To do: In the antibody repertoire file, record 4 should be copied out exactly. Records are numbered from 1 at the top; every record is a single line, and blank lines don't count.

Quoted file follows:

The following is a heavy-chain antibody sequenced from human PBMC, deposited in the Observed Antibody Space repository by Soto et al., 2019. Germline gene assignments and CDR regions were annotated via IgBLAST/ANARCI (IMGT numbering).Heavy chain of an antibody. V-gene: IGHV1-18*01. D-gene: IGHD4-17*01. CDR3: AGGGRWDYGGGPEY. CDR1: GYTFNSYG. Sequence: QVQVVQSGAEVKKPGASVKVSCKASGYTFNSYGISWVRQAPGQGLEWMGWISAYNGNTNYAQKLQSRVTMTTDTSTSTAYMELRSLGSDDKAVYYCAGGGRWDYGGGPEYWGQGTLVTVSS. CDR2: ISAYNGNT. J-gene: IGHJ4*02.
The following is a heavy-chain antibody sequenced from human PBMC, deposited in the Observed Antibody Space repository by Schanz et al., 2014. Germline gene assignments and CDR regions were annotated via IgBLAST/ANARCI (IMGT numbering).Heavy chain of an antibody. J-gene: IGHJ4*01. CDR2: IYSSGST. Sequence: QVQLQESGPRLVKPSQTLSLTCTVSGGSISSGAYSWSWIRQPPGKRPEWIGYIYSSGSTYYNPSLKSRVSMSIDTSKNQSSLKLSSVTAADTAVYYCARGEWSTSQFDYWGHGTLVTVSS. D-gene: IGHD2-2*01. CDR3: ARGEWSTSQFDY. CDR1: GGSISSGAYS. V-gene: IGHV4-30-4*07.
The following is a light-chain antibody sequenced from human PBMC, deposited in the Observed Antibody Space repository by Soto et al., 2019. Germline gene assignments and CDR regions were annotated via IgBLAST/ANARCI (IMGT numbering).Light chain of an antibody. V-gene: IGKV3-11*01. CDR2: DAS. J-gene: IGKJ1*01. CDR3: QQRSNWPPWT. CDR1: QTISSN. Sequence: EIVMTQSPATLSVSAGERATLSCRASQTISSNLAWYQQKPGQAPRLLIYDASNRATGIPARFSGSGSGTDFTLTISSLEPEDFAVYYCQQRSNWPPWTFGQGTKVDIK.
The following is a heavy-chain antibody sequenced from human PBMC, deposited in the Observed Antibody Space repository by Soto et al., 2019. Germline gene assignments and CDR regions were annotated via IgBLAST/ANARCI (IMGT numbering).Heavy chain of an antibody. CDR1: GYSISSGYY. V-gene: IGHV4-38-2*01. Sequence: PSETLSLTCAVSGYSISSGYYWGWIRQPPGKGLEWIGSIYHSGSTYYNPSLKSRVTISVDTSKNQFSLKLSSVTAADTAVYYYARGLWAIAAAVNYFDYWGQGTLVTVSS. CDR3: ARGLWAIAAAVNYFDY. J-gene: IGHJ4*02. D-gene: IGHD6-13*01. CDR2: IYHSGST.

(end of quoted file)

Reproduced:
The following is a heavy-chain antibody sequenced from human PBMC, deposited in the Observed Antibody Space repository by Soto et al., 2019. Germline gene assignments and CDR regions were annotated via IgBLAST/ANARCI (IMGT numbering).Heavy chain of an antibody. CDR1: GYSISSGYY. V-gene: IGHV4-38-2*01. Sequence: PSETLSLTCAVSGYSISSGYYWGWIRQPPGKGLEWIGSIYHSGSTYYNPSLKSRVTISVDTSKNQFSLKLSSVTAADTAVYYYARGLWAIAAAVNYFDYWGQGTLVTVSS. CDR3: ARGLWAIAAAVNYFDY. J-gene: IGHJ4*02. D-gene: IGHD6-13*01. CDR2: IYHSGST.